Google has its eye on the future as being the only destination for getting and delivering information as accurately as possible to whomever wants it, with whatever device they use.
Their techniques are invasive, as in collecting personal information on us every time we use one of their products, to creative, as in Google Glass. “Machine learning”, as Matt Cutts calls it, interests me as a human learner. What do I have to teach search engine bots and man-made boxes stuffed with circuit boards, cables and artificial brains that convert my actions and activities into mathematical data that form my user persona?
How can I translate who I am to machines whose only job is to follow me around the Web to see what I like?
Perhaps Google is asking too much.
If machines want to know the reasons I leave a website, how do I tell them? In this example, I like to shop at this store at our local shopping mall with my daughter because we both like their clothing and prices. I know where my part of the store is and she has her section. We are both women and yet their website navigation does not target women. It provides categories for men and girls.
There are other reasons why I might not stay on this site. I call them “mystery links”. What happens if I click on “21st St” or “Love 21”? Google’s machines will eventually figure out if I click mystery links, jump around and either leave or do something constructive but they can’t read my mind to understand that I dislike being referred to as a “girl”.
Trends and Fads
Many years before sliders and carousels took up all or most of the top half of web site homepages, I worked on a website that sold Teepee’s and Yurts. I’ll never forget the pictures they displayed. The Yurt shot was taken at night time and the inside was lit up. The effect was stunning. Teepee images showed interiors with colors, lighting and angles that made me want to run out and get one.
Whenever an image appeared it was sized to allow room for content nearby and a simple call to action. And, they were static shots at first. Later they could be changed if you refreshed your browser. Today, the fad would be to stick them into a slider that changes automatically with no way to pause it to stop and take in the scene. Today’s user experience is rushed. We’re not allowed to savor the moment and in fact, most people jump over sliders to get to the content sections below.
What would hold our interest? How can you increase the time on your web pages? When you do, Google will be curious about what kept your visitors there. Search engines request marketers and site owners to write quality content and be an authority, but they don’t explain how to connect to your site visitors on a human to human level.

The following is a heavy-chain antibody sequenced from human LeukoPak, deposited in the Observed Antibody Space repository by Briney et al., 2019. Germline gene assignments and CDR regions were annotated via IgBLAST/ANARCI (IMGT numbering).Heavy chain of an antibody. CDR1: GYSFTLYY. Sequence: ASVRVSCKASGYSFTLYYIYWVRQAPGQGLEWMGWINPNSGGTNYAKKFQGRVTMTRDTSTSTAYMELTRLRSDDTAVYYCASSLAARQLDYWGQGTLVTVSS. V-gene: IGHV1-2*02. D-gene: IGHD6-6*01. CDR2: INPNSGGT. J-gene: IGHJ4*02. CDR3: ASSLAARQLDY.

This, for me, goes beyond text, terminology, language, link labels, alt attributes and blog posts. All of these are tools in the marketing pile but firstly, they can be manipulated for search engine results and secondly, unless your content is poetry, your visitors are not likely to be motivated. We all know we are supposed to “click here”, “buy now” and “log in” and we know which websites we can quickly scan through and purchase from.
Is there something else we can teach search engine machines about our behavior, likes, loves, what moves us, what makes us follow or disengage?
Let’s use me as the “searcher persona”. I have an above average curiosity about everything so in my case, the machines have a difficult time understanding my preferences for topics because I explore all of them. Providing accurate information to my search queries is no easy task.
- I’m attracted to details.
- I miss the obvious.
- I marvel at how things work.
- I sense unseen energy.
None of those things really translates into something useful for search engines or user experience design unless time is taken to explore how I might respond to the web pages I visit and there is a way to truly understand my actions while there.
Another way of looking at this is when we optimize title tags by adding a trigger statement like “Free shipping” to lure the click from SERPS. Searchers may explore promotion but click off because the page is confusing or they were not motivated to take any action.
Usability audits explore the causes of page abandonment but like Google’s machines, we are also left to ponder why our pages don’t convert because every single human being who lands has their unique personality, character traits, belief systems, and even sense of beauty.
We wrestle with self-worth, bad days, sad news, and fears. This means that not every search engine query is going to deliver the exact type of information we need when we may most need it. For example, on a day when I’m feeling low, I won’t care if Victoria’s Secret has a 50% sale going on. I would care if they could show they had something to make me look awesome in my size.
If you truly want to be an authority site, focus on the experience of being human.
Your inspiration is everywhere.
All photos taken by Kim Krause Berg at Hoover Dam and Grand Canyon, Copyright October 2013